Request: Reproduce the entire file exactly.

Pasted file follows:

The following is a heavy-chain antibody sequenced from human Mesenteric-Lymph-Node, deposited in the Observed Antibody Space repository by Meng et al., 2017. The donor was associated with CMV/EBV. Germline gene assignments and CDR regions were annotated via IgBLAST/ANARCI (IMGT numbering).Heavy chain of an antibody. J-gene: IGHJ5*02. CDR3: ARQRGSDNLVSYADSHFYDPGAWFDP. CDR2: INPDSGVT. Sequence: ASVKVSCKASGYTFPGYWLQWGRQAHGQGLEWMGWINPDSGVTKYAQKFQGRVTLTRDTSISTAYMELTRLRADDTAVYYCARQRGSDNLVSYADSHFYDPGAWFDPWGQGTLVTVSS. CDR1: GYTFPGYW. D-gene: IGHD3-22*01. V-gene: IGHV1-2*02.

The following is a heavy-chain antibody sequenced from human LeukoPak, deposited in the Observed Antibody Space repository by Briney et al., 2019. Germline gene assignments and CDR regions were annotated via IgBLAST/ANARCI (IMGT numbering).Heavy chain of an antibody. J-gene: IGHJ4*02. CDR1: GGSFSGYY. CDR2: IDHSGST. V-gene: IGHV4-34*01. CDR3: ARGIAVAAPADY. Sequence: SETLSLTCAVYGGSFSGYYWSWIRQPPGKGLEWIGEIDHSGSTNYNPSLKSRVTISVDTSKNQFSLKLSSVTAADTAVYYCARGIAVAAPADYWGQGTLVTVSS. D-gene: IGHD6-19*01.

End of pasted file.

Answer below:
The following is a heavy-chain antibody sequenced from human Mesenteric-Lymph-Node, deposited in the Observed Antibody Space repository by Meng et al., 2017. The donor was associated with CMV/EBV. Germline gene assignments and CDR regions were annotated via IgBLAST/ANARCI (IMGT numbering).Heavy chain of an antibody. J-gene: IGHJ5*02. CDR3: ARQRGSDNLVSYADSHFYDPGAWFDP. CDR2: INPDSGVT. Sequence: ASVKVSCKASGYTFPGYWLQWGRQAHGQGLEWMGWINPDSGVTKYAQKFQGRVTLTRDTSISTAYMELTRLRADDTAVYYCARQRGSDNLVSYADSHFYDPGAWFDPWGQGTLVTVSS. CDR1: GYTFPGYW. D-gene: IGHD3-22*01. V-gene: IGHV1-2*02.

The following is a heavy-chain antibody sequenced from human LeukoPak, deposited in the Observed Antibody Space repository by Briney et al., 2019. Germline gene assignments and CDR regions were annotated via IgBLAST/ANARCI (IMGT numbering).Heavy chain of an antibody. J-gene: IGHJ4*02. CDR1: GGSFSGYY. CDR2: IDHSGST. V-gene: IGHV4-34*01. CDR3: ARGIAVAAPADY. Sequence: SETLSLTCAVYGGSFSGYYWSWIRQPPGKGLEWIGEIDHSGSTNYNPSLKSRVTISVDTSKNQFSLKLSSVTAADTAVYYCARGIAVAAPADYWGQGTLVTVSS. D-gene: IGHD6-19*01.